Jones continues strong play; extends lead after Round 2 of 118th Amateur
Although he didn’t set any course records as he did in Tuesday’s opening round, Dawson Jones of Eagle Oaks continued his strong play, posting a three-under-par 69 to extend his lead to four strokes after the second round of the 118th New Jersey State Amateur Championship at the par-72, 6,881-yard Neshanic Valley Golf Course in Neshanic Station.
Jones, the 2017 Amateur champion, stands at eleven-under-par 133 and leads by four strokes – one better than his cushion after round one – over 2018 runner-up Jack Wall of Manasquan River (67-70-137) heading into Thursday’s 36-hole final day of the championship. Seton Hall University junior Gregor Tait of Fiddler’s Elbow, who fired the low round of the day (66), is third at 72-66-138. Tied for fourth place are recent NJSGA Mid-Amateur champion Brandon Dalinka of Ridge at Back Brook at 68-71-139, Jason Bataille of Neshanic Valley at 68-71-139, and Vince Kwon of NJSGA E-Club at 68-71-139.
The low 42 golfers who shot plus-three or better advanced to the Thursday’s final day.
For Jones, a Howell resident and May graduate of the University of Rhode Island, consistency has been the story. The only blemish of the day was a bogey on the par-4, No. 2 hole.
“Right off the bat I started with a bogey on the second hole, so I was a little disappointed, but I said to myself that there was a lot more golf to play. I didn’t compare this round to yesterday because I knew it would tick me off more and frustrate me,” said Jones, who has been on a hot streak of late, qualifying in 36 holes on Monday for the U.S. Amateur and winning the Met’s Ike Stroke-Play Championship two weeks ago.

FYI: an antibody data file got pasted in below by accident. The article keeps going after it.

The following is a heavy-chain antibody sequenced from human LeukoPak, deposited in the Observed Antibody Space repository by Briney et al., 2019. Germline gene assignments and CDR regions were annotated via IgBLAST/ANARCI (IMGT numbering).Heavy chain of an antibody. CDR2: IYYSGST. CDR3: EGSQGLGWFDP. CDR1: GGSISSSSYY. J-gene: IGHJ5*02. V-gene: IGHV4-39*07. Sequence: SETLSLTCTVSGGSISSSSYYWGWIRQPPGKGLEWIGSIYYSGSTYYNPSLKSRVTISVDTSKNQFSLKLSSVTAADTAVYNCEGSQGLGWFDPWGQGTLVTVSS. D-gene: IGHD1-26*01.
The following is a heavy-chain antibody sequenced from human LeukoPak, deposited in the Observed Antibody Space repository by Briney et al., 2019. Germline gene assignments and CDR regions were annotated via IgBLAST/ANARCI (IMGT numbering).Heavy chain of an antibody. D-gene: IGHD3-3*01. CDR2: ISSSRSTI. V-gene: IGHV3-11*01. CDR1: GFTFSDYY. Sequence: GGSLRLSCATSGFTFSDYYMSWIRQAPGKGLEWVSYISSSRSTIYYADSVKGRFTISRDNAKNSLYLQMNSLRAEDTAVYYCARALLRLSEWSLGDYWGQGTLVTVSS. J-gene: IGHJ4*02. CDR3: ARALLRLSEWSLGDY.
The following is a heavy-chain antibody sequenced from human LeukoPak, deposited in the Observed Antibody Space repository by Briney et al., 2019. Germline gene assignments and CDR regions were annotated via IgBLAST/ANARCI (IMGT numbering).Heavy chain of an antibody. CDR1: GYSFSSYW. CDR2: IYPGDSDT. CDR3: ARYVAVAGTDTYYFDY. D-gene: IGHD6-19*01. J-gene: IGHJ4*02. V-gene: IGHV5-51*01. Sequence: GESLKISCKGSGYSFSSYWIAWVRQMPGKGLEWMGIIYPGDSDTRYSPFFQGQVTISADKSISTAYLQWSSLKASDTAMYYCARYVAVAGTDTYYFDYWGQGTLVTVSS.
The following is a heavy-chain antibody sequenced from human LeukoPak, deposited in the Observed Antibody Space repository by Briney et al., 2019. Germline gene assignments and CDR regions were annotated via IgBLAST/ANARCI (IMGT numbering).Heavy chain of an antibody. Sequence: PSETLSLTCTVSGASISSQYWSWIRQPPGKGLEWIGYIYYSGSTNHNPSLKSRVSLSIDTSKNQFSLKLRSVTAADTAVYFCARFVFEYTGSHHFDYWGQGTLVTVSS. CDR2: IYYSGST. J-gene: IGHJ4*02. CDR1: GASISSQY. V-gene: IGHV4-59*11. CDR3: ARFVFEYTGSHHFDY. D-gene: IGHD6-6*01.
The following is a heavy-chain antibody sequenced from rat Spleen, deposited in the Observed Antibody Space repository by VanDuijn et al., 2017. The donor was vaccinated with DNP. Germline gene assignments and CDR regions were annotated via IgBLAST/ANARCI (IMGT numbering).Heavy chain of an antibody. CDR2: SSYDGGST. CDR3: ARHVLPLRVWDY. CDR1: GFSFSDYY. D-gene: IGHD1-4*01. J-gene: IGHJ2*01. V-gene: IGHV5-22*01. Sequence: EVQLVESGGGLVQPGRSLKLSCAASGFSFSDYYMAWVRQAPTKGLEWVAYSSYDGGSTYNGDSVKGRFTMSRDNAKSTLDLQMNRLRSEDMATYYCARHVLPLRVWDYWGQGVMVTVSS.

His birdies on Wednesday came at the par-4, No. 6, where his wedge from 100 yards ended six feet from the cup; at the par-5, No. 9, where he chipped to six feet; at the par-4, No. 11, where he hit a pitching wedge from 165 yards to 15 feet; and at the par-3, No. 15 where his 9 iron landed 15 feet from the hole.
“The course played a little harder today and the greens were more firm. The wind was starting to pick up over the final nine holes,” Jones said.
When Jones won the Amateur Championship two years ago, he made up a seven-shot deficit over the final 18 holes to win by one shot. He finds himself in the driver’s seat this time around.
“Tomorrow, I want to keep doing the same things I’ve been doing. I want to stay within my limits and stay calm and composed, and block everything out that’s bad. The final 36 holes is mostly about mental stamina. It can be hard to really stay in it, especially on that second 18,” Jones noted.
Jack Wall had considerably closed the gap on Jones through his first 14 holes on Wednesday but bogeyed the par-3, No. 15 and carded a double-bogey on the par-5, No. 18 when his shot out of the rough went over the green.
“I made a ton of mistakes,” said Wall, the 2017 NJSGA Junior champion and two-time NJSIAA Tournament of Champions winner. “I three-putted from 25 feet on No. 15 and caught a flyer out of the rough on No. 18. I was making a lot of birdies earlier when my putter was hot.
“Tomorrow is going to be a long day. It’s a marathon, but there’s a lot of good golf left. I learned from last year that it’s anybody’s game. I think the key for me will be making birdies on the par fives and not making any mistakes,” Wall added.
Tait, a native Great Britain, carded five birdies, a bogey and an eagle on the par-5 No. 13 when he chipped in from 12 yards.
“I hit 16 greens today and was hitting driver really well,” said Tait, 21, whose 66 was the low round of the day by three strokes. “It’s about staying patient and playing smart.”
Paolo Matti of Plainfield West 9, a recent graduate of Iona College, aced the par-3 No. 8 hole from 187 yards, using a nine iron. It was the second ace of his career.
Final round coverage will continue on Thursday at NJSGA.org, with live hole-by-hole scoring for the leading groups in Round 4. Updates and breaking news throughout the day will also be available via the NJSGA’s social media platforms.